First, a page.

Canadian shipyard Davie Shipbuilding cut first steel for the Royal Canadian Navy Resolve-class auxiliary oiler replenishment vessel during a ceremony held in Lévis, Québec, May 24.
Project Resolve, as the undertaking was dubbed, consists of converting a containership, former MV Asterix which arrived in Lévis in October 2015, into an Auxiliary Oiler Replenishment (AOR) ship in order to support the operations of the Royal Canadian Navy.
This project was initiated as previous plans to replace Canadian aging oilers included a failed Joint Support Ship plan from 2008 while the Queenston-class multi-role vessels are not expected to join the Navy before 2020-2021.
The two existing Canadian Navy oilers HMCS Protecteur and HMCS Preserver were expected to remain in service with the Navy until 2017 and 2016, respectively. However, a fire aboard Protecteur in February 2014 destroyed the ship and HMCS Preserver was sidelined due to rust and its general poor condition.
After the Protecteur was destroyed, Davie and its partners Aecon, NavTech and V.Ships set out to find an interim solution and after over one year of design, engineering and planning, an agreement was reached in August 2015 with the Government of Canada to provide At-Sea Support Services to the Royal Canadian Navy.
According to Canadian media reports, the conversion process will cost the nation’s taxpayers CAD250-300 million.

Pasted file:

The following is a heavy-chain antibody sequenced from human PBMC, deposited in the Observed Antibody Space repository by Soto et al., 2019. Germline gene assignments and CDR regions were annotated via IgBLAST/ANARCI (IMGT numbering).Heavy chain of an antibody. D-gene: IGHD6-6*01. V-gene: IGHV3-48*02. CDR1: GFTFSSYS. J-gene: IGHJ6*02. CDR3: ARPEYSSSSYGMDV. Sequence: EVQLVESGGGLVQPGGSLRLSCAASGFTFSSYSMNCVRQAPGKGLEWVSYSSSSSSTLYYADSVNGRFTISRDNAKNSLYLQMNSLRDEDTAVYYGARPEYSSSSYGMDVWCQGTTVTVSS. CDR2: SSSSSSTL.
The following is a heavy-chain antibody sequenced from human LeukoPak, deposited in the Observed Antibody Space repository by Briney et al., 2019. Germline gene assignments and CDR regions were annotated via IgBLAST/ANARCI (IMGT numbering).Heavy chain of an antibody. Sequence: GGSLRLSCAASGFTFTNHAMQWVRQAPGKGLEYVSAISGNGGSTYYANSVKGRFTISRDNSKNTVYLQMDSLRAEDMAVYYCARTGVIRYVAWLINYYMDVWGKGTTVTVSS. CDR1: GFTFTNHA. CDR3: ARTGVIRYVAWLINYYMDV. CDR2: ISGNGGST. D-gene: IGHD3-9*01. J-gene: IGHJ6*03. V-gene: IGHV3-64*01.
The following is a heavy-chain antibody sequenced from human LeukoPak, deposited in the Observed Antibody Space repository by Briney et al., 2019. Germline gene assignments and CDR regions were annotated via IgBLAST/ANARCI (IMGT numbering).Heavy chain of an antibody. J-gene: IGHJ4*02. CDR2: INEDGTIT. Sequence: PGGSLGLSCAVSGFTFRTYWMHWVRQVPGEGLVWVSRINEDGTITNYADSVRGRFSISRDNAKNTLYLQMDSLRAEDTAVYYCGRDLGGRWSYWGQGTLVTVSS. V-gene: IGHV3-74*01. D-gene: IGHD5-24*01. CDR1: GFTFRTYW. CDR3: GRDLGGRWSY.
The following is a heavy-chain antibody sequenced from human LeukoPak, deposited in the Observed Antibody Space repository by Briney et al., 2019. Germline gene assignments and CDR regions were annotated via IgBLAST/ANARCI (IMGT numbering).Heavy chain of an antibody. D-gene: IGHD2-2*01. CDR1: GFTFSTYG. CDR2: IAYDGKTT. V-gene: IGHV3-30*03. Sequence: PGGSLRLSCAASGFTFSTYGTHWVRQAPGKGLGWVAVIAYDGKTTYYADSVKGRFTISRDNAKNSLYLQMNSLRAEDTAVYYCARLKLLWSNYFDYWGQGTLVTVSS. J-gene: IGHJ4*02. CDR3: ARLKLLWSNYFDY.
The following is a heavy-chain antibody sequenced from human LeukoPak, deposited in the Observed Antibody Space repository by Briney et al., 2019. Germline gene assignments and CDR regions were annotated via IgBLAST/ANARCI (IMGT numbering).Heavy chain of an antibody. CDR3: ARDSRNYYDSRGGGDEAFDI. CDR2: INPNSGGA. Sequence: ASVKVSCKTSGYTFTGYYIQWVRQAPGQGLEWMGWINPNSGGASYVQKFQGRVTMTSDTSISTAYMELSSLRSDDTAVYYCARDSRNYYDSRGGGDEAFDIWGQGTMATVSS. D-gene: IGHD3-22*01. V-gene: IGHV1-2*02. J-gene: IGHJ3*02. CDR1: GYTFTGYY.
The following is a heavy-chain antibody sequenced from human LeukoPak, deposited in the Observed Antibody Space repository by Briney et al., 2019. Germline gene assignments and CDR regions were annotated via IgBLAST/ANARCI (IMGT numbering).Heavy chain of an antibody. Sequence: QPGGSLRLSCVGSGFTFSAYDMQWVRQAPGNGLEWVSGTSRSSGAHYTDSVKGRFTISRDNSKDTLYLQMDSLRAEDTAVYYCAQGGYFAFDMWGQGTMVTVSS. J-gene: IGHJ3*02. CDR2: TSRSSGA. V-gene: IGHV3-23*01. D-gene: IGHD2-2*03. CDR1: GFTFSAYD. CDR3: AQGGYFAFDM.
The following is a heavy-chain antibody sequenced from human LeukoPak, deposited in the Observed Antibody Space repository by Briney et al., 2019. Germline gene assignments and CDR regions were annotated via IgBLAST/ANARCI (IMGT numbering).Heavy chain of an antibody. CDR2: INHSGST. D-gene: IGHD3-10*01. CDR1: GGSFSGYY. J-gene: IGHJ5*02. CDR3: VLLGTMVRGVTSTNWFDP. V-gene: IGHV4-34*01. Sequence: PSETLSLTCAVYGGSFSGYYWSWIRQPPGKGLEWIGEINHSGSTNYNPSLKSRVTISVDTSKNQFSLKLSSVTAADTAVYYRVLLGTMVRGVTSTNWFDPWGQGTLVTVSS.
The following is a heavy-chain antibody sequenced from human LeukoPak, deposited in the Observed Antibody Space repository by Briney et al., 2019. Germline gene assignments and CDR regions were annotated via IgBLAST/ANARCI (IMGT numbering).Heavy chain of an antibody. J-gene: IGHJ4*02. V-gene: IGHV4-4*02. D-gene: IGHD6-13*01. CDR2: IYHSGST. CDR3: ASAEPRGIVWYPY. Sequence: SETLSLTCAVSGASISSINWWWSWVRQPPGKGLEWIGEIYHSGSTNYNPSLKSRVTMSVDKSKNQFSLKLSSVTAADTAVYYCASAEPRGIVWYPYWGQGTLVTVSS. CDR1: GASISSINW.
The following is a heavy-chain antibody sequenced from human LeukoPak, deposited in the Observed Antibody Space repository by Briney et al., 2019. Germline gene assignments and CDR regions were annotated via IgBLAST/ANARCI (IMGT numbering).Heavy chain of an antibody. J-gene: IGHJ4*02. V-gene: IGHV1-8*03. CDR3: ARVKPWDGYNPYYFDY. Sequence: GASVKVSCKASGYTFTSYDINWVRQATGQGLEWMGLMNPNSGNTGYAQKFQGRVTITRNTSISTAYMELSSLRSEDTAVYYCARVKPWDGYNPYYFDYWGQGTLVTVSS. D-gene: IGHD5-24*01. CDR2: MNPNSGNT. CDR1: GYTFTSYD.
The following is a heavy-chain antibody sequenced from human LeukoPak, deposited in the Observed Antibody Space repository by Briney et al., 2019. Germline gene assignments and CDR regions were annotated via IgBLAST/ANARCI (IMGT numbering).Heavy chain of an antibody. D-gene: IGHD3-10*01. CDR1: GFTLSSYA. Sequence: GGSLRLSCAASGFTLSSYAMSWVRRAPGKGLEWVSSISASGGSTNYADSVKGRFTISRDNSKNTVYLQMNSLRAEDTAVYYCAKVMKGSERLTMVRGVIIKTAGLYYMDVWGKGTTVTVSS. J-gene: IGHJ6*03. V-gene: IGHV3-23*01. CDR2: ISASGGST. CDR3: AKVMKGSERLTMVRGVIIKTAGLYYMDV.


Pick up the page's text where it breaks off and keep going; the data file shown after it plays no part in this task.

Lloyd’s Register (LR) will support the conversion process from the development of a safety certification regime with the Flag Administration and approval of design plans through to on-site supervision at Davie and commissioning of the new AOR ship.
The lack of support ships has forced the RCN to lease foreign navy replenishment ships. Spanish Navy auxiliary oiler and replenishment (AOR) ship Patiño (A-14) spent two months with the RCN starting in February 2016.
The RCN fleet is currently supported by the Chilean resupply ship Amirante Montt, while another Spanish replenishment ship, the ESPS Cantabria, is expected to deploy with RCN from Mid-September to November.
According to Davie shipbuilding, the converted vessel will be delivered for service in the summer of 2017.